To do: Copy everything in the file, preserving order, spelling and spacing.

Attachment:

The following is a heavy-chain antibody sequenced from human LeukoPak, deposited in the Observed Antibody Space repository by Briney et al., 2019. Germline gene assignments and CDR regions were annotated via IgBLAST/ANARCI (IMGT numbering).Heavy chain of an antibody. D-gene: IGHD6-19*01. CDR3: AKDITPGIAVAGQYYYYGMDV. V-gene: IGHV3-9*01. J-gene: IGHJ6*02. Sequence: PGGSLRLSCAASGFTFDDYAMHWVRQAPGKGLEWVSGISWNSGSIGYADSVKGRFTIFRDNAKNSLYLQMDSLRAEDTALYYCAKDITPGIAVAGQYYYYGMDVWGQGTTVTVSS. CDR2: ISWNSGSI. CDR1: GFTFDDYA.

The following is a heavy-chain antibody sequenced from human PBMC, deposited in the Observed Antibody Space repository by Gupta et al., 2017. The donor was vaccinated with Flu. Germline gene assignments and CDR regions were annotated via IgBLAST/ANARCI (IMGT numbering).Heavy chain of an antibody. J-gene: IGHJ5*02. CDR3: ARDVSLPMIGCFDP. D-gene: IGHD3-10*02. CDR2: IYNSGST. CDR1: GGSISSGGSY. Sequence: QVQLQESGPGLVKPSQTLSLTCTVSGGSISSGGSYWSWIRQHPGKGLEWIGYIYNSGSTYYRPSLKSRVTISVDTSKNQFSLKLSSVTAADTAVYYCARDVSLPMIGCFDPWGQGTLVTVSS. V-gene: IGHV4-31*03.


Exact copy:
The following is a heavy-chain antibody sequenced from human LeukoPak, deposited in the Observed Antibody Space repository by Briney et al., 2019. Germline gene assignments and CDR regions were annotated via IgBLAST/ANARCI (IMGT numbering).Heavy chain of an antibody. D-gene: IGHD6-19*01. CDR3: AKDITPGIAVAGQYYYYGMDV. V-gene: IGHV3-9*01. J-gene: IGHJ6*02. Sequence: PGGSLRLSCAASGFTFDDYAMHWVRQAPGKGLEWVSGISWNSGSIGYADSVKGRFTIFRDNAKNSLYLQMDSLRAEDTALYYCAKDITPGIAVAGQYYYYGMDVWGQGTTVTVSS. CDR2: ISWNSGSI. CDR1: GFTFDDYA.

The following is a heavy-chain antibody sequenced from human PBMC, deposited in the Observed Antibody Space repository by Gupta et al., 2017. The donor was vaccinated with Flu. Germline gene assignments and CDR regions were annotated via IgBLAST/ANARCI (IMGT numbering).Heavy chain of an antibody. J-gene: IGHJ5*02. CDR3: ARDVSLPMIGCFDP. D-gene: IGHD3-10*02. CDR2: IYNSGST. CDR1: GGSISSGGSY. Sequence: QVQLQESGPGLVKPSQTLSLTCTVSGGSISSGGSYWSWIRQHPGKGLEWIGYIYNSGSTYYRPSLKSRVTISVDTSKNQFSLKLSSVTAADTAVYYCARDVSLPMIGCFDPWGQGTLVTVSS. V-gene: IGHV4-31*03.